5. Some Rights Reserved
6. The Perpetual Beta
7. Cooperate, Don’t Control
8. Software above the level of a Single Device

This is how Web 2.0 lives and breathes – the above is the central and structural DNA of the anarchic ecosystem that is spreading through the internet. So how do my issues figure against that Web 2.0 paradigm?

Read the rest of this entry »

Three issues in Supply Chain Management 2.0

Michael Lamoureux did an interesting thing by calling this SCM 2.0 implying that something of a change is necessary in that same ol’, same o’ SCM 1.0. But that begs three questions:
1. What is SCM 1.0?
2. What is Web 2.0? and
3. What is SCM 2.0
I’ll begin with (2) because that is probably the least unknown of the three. (1) will reveal itself when (3) is sufficiently fleshed out. Since (1) is really dependent on (3), perhaps an analogy mapping from (2) to (3) might be sufficient at this point.
So what is Web 2.0?
Web 2.0 is a marketing gimmick – nothing but hype. So says, Tim Bray about Web 2.0:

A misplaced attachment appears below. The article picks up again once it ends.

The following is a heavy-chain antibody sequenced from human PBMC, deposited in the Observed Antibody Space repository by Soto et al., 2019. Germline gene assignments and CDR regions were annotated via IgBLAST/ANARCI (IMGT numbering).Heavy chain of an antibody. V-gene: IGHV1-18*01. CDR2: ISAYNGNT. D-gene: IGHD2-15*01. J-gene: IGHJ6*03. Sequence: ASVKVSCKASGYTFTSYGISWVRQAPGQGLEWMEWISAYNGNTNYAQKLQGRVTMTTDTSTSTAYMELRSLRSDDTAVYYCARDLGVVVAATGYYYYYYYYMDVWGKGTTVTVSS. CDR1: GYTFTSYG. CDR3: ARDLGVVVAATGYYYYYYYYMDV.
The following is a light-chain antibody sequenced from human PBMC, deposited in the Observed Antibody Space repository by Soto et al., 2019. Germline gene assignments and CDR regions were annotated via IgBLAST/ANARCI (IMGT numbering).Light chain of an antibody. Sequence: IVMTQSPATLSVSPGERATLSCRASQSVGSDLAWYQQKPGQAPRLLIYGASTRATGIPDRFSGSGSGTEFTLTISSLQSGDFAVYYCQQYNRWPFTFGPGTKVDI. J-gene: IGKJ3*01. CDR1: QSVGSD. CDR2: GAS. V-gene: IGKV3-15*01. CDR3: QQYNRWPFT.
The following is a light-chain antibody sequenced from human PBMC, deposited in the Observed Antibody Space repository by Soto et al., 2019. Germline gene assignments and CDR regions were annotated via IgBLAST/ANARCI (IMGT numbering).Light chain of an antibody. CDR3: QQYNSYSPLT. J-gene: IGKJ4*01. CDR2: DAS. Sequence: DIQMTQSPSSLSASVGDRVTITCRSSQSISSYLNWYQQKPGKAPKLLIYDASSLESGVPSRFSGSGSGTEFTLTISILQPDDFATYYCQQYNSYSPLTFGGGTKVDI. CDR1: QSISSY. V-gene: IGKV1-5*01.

I just wanted to say how much I’ve come to dislike this Web 2.0 faux-meme. It’s not only vacuous marketing hype, it can’t possibly be right. In terms of qualitative changes of everyone’s experience of the Web, the first happened when Google hit its stride and suddenly search was useful for, and used by, everyone every day. The second syndication and blogging turning the Web from a library into an event stream is in the middle of happening. So a lot of us are already on 3.0. Anyhow, I think Usenet might have been the real 1.0. But most times, the whole thing still feels like a shaky early beta to me.

Now, that you’ve heard from the opposition – a contrary opinion simply pleading a lack of visibility and the very need for a name for something that is not that big of a deal, I’ll go to the proponents case for what Web 2.0 is. This article at O’Reilly – What is Web 2.0 describes the position quite well. If you have the time to peruse the article, I think it’ll be worth your while. However, what is of immediate interest to the me can be found on page 5 of the article – Web 2.0 Design Patterns (Refer to the grey box on the right side of the page).

Read the rest of this entry »

About me

I am Chris Jacob Abraham and I live, work and blog from Newburgh, New York. I work for IBM as a Senior consultant in the Fab PowerOps group that works around the issue of detailed Fab (semiconductor fab) level scheduling on a continual basis. My erstwhile company ILOG was recently acquired by IBM and I've joined the Industry Solutions Group there.